The CChip disposable hemocytometer is used for manual cell counting. In research settings, it helps to determine cell concentration prior to cell passage, or to assess cell viability following drug treatment; cell counting solution is essential. Obtaining accurate cell counts can be critical when seeding cells for propagation and experimentation.


Accuracy of manual counts with a hemocytometer depends on:

 Accurate mixing of the sample (no bubbles)
 Number of cells counted (practical: 200500 per 0.1 mm3)


In a conventional glass hemocytometer, improper fitting of the chamber and coverslip changes the volume of the sample introduced into the chamber. CChip¡¯s chamber with integrated coverslip solves the problem. It is a good standard practice to use a disposable hemocytometer for clinical labs and laboratories dealing with infectious materials. It is safer.


DHCN01, CChip disposable hemacytometer, has two precision engineered individual counting chambers (100 mm depth) with integrated cover slip. The chamber has ports for sample loading. Neubauer Improved (NI) grid pattern is embedded in each chamber. Each grid pattern has nine large squares each measuring 1 x 1 mm and a total counting area of 3 x 3 mm.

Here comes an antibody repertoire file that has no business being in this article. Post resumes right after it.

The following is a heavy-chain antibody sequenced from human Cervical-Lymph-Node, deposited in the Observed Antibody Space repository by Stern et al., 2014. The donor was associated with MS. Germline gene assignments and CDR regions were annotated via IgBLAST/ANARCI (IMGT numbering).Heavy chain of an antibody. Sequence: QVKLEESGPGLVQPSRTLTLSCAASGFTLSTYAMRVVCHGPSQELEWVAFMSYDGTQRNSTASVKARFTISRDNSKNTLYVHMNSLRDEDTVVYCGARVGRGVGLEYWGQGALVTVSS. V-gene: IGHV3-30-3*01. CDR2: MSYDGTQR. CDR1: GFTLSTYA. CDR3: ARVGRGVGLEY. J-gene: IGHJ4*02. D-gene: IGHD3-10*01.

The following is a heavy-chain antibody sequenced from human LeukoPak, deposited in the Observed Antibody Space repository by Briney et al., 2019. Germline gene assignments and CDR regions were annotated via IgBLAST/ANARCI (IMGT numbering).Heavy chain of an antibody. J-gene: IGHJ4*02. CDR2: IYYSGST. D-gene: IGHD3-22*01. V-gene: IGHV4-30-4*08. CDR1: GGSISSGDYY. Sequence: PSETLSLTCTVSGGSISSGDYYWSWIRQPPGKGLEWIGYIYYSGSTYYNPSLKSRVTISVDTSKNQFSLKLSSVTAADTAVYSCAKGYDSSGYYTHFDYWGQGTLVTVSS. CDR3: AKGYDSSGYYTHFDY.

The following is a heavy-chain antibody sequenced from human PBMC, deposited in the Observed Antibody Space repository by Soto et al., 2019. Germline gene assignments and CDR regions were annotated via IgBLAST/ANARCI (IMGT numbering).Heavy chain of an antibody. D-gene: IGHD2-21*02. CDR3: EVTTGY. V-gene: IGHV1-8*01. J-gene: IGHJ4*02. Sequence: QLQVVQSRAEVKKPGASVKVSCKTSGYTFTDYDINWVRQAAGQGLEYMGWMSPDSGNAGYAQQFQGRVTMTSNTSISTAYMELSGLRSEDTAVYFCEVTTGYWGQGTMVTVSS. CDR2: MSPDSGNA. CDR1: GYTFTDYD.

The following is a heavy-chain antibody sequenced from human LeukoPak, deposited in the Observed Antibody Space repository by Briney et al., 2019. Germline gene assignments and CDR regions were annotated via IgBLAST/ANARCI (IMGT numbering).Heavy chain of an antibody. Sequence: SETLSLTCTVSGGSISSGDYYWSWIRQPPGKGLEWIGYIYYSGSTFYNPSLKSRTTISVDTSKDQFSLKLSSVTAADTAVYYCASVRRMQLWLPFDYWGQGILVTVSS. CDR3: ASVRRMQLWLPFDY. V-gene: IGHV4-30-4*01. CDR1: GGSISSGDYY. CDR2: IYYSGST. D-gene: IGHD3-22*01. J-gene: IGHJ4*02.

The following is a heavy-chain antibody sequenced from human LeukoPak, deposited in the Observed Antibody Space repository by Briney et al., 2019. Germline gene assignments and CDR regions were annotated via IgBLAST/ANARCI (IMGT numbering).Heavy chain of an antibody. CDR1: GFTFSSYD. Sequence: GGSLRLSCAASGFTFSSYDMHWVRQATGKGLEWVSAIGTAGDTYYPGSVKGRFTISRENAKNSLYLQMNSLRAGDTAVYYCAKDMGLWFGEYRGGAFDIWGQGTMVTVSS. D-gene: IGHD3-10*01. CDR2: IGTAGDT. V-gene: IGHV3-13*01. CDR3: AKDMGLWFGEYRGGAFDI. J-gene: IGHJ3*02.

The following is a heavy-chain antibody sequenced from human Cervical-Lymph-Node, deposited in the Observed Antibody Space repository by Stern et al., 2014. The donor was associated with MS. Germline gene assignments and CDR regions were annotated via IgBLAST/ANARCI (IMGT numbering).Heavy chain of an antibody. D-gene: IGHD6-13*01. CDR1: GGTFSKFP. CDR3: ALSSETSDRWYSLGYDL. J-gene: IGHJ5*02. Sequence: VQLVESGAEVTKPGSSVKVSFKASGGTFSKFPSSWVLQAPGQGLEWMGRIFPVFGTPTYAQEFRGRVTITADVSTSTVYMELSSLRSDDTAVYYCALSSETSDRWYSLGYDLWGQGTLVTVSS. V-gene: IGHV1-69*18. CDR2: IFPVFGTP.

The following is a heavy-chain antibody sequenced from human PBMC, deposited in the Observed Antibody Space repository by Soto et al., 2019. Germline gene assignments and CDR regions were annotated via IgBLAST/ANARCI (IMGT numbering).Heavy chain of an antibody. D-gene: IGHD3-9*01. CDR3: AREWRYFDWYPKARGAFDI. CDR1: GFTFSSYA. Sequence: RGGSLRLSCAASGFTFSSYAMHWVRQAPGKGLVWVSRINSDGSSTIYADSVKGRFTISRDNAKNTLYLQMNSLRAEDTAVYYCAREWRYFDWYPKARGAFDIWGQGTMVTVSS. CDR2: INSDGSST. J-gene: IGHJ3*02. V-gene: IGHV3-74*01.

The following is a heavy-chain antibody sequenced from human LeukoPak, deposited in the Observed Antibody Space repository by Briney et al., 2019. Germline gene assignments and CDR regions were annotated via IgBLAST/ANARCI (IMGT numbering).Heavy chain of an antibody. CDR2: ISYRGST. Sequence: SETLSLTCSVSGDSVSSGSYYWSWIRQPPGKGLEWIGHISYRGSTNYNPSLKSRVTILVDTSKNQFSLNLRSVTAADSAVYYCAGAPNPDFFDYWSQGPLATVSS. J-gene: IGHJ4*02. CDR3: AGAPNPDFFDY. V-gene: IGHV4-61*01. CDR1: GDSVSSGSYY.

Applications



 Mammalian cell
 Blood analysis (Hematology): Blood cell counting
 Cell culture: Cell concentration measurement, Cell viability

Outer Size

Width 25mm x Length 75mm x Thickness 1.6mm

Chamber Depth

0.1 mm

Chamber Volume

10 µl




Calculation



The full grid on a hemocytometer contains 9 squares, each of which is 1 mm square. Large cells are counted using the four large corner squares (and the middle one). If you use a dense suspension of small cells, the four 1/25 sq. mm corners plus the middle square in the central square are used.
The grid consists of 9 large squares, each measuring 1 x 1 mm, and a chamber depth of 0.1 mm. Each square has a total volume of 0.1 mm^{3} or 10^{4}cm^{3}. The central square is divided into 25 small squares with triple lines and four corner squares are divided into 16 small squares.
Each large square has a surface area of 1.0mm^{2}, and the depth of the chamber is 0.1mm. As there are 1000 mm^{3} per ml, each large square represents a volume of 0.0001ml, so that it is equal to 1/ 0.0001ml = 10,000 = (10^{4})



Cells per ml = Average count per square x dilution factor x 10,000



Useful References:







Contact Point